Early gloom is palpable in Birdland, but, hey, Andrew Cashner is doing his part so far - BaltimoreBaseball.com
Dan Connolly

Early gloom is palpable in Birdland, but, hey, Andrew Cashner is doing his part so far


All I can say is thank goodness for right-hander Andrew Cashner.

Or this site might have to be renamed BaltimoreCrocheting.com or something equally less controversial, something that doesn’t get the emotions going, something that may not pay the bills.

Let’s face it. This has not been a good winter/spring for the Orioles or, in particular, their fans.

The team won 75 games last year and finished in last place.



And the roster does not look appreciably better in 2018, while the division rival New York Yankees and Boston Red Sox seem to be better than they were in 2017, when they both were playoff teams.

Meanwhile, the worst rotation in the history of the Orioles’ franchise added Cashner and got rid of Ubaldo Jimenez, Wade Miley and Jeremy Hellickson.

Maybe that’s addition by subtraction, but no obvious fifth starter has emerged and skeptics abound in regards to fourth starter Chris Tillman, who had a career worst campaign in 2017 and then walked six of 14 batters in his first Grapefruit League outing this week.

And while the Orioles have poked around the free-agent edges, the Philadelphia Phillis have signed old friend Jake Arrieta to a three-year (albeit expensive) contract and Lance Lynn inked a one-year deal with the Minnesota Twins.

The Twins are not exactly the deep-pocket Red Sox and Yankees. Although, I’ve said it before and I’ll say it again: The Orioles aren’t getting pitchers on one-year, make-good deals unless they overpay significantly or those pitchers have few other suitors. No one is coming to Camden Yards and pitching versus the American League East when solid alternatives are presented.

The Orioles’ bullpen should be fine again, but it has already lost closer Zach Britton through May due to an offseason Achilles injury.

And the offense should score some runs, but it is still rather one dimensional and fairly right-handed. Now designated hitter Mark Trumbo is out for a few weeks with a strained right quad and first baseman Chris Davis hasn’t played since March 2 due to a sore right elbow.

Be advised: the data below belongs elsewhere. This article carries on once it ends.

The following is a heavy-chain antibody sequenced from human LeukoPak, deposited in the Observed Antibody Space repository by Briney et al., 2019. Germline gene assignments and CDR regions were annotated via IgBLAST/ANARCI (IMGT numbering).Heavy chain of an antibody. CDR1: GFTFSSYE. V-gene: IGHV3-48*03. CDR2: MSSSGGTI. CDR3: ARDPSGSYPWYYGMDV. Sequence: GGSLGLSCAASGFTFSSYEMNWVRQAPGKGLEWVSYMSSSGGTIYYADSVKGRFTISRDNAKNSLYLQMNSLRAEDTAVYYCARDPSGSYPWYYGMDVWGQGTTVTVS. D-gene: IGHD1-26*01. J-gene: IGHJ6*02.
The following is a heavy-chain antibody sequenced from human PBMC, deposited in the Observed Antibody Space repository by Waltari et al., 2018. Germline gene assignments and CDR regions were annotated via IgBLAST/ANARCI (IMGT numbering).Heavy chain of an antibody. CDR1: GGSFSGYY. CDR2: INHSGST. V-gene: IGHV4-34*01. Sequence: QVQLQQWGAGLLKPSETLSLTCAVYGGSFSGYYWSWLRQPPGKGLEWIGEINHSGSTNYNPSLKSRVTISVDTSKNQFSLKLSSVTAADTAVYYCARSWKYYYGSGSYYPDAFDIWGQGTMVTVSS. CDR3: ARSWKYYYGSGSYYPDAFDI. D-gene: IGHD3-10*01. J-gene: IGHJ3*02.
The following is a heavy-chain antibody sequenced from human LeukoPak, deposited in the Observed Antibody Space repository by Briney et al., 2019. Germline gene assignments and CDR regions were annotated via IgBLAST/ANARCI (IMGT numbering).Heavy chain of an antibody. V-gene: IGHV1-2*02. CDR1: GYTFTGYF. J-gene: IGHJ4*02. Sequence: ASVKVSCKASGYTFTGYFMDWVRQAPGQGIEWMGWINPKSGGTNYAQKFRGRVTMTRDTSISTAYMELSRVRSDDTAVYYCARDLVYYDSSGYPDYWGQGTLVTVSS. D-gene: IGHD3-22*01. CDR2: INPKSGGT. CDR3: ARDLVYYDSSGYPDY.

Some may believe it’s a good thing not having Trumbo and Davis, who had rough 2017 seasons. It’s not. For the Orioles to be more competitive this year, they need Trumbo and Davis to have rebound seasons, not prolonged absences.

Yes, there have been injuries, and key holes not filled, and some shaky performances at the back end of the rotation.

There also have been more wins than losses in the exhibition seasons and encouraging play from some Orioles youngsters.

Cashner, who is the club’s big free-agent addition, has done his part to shrink the pit of misery, allowing just one run in five innings Friday against the New York Mets. He’s now allowed one run in nine innings in his two Grapefruit League starts. Kevin Gausman’s also looked fairly good. Dylan Bundy has offered mix performances.

Ultimately, none of this matters – except the key injuries, of course.

Still, it’s only March. And soon I’ll be typing it’s only April, and then only May.

You can’t judge a 162-game season by the first two months of the regular season. And certainly not in March.

That said, I’ve heard more vitriol about this team from fans this spring than I have since the spring of 2012, which, incidentally, gave way to a pretty good regular season.

There are legitimate deficiencies here; I’m not minimizing it. There are some real reasons fans – and the organization — should have concerns.

But let it play out a little. BaltimoreCrocheting.com has a terrible ring to it.



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